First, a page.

ROME – The world is at risk of yet another year of record hunger as the global food crisis continues to drive yet more people into worsening levels of severe hunger, warns the United Nations World Food Programme (WFP) in a call for urgent action to address the root causes of today’s crisis ahead of World Food Day on October 16.

The global food crisis is a confluence of competing crises – caused by climate shocks, conflict and economic pressures – that has pushed the number of severely hungry people around the world from 282 million to 345 million in just the first months of 2022. The U.N. World Food Programme scaled up food assistance targets to reach a record 153 million people in 2022, and by mid-year had already delivered assistance to 111.2 million people.

“We are facing an unprecedented global food crisis and all signs suggest we have not yet seen the worst. For the last three years hunger numbers have repeatedly hit new peaks. Let me be clear: things can and will get worse unless there is a large scale and coordinated effort to address the root causes of this crisis. We cannot have another year of record hunger,” said U.N. World Food Programme Executive Director David Beasley.

The U.N. World Food Programme and humanitarian partners are holding back famine in five countries: Afghanistan, Ethiopia, Somalia, South Sudan and Yemen. Too often, it is conflict that drives the most vulnerable into catastrophic hunger with communications disrupted, humanitarian access restricted and communities displaced. The conflict in Ukraine has also disrupted global trade – pushing up transport costs and lead times while leaving farmers without access to the agricultural inputs they need. The knock-on effect on upcoming harvests will reverberate around the world.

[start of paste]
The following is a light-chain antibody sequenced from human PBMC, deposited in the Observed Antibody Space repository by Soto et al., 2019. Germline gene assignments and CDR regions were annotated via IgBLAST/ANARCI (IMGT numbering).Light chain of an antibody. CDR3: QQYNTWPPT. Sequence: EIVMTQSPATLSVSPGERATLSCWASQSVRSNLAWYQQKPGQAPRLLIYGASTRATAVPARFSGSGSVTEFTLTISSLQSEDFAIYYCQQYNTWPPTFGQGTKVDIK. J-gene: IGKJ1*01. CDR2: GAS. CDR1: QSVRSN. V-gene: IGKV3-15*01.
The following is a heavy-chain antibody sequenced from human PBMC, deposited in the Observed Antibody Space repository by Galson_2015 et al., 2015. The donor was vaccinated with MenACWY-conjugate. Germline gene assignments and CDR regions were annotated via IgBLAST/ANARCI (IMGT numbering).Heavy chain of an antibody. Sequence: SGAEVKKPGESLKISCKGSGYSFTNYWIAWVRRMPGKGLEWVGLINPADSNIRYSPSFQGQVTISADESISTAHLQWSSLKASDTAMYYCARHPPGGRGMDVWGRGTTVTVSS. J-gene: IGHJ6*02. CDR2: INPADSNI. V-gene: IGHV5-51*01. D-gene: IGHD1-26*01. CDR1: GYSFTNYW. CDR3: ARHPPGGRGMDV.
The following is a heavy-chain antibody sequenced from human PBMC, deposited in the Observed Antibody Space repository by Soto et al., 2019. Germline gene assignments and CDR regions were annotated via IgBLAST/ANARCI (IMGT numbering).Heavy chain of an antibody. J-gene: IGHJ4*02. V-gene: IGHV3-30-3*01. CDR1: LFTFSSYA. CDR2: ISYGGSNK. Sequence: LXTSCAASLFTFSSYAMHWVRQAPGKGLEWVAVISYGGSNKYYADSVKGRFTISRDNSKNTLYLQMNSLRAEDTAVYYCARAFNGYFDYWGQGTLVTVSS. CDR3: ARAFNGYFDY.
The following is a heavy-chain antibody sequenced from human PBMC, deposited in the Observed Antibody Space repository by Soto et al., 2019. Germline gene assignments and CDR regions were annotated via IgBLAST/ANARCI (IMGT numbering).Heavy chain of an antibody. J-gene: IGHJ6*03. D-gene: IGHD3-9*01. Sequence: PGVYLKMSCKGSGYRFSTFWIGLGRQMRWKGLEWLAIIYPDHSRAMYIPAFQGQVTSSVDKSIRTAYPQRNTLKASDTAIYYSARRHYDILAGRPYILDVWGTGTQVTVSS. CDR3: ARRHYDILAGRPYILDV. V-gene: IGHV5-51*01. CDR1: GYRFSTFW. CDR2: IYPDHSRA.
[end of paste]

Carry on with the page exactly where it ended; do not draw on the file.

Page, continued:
Climate shocks are increasing in frequency and intensity, leaving those affected no time to recover between disasters. An unprecedented drought in the Horn of Africa is pushing more people into alarming levels of food insecurity, with famine now projected in Somalia. Floods have devastated homes and farmland in several countries, most strikingly in Pakistan.  Anticipatory action must be at the core of the humanitarian response to protect the most vulnerable from these shocks – and a core part of the agenda at the 27th Conference of the Parties (COP27) next month in Egypt.

Meanwhile, governments’ ability to respond is constrained by their own economic woes – currency depreciation, inflation, debt distress – as the threat of global recession also mounts. This will see an increasing number of people unable to afford food and needing humanitarian support to meet their basic needs.

The U.N. World Food Programme’s operational plan for 2022 is the agency’s most ambitious ever. It prioritizes action to prevent millions of people from dying of hunger while working to stabilize – and where possible build – resilient national food systems and supply chains.

So far this year, the U.N. World Food Programme has increased assistance six-fold in Sri Lanka in response to the economic crisis, launched an emergency flood response in Pakistan and expanded operations to records levels in Somalia as famine looms. In Afghanistan, two out of every five Afghans have been supported by U.N. World Food Programme assistance. The U.N. World Food Programme also launched an emergency operation in Ukraine and opened a new office Moldova to support families fleeing the conflict.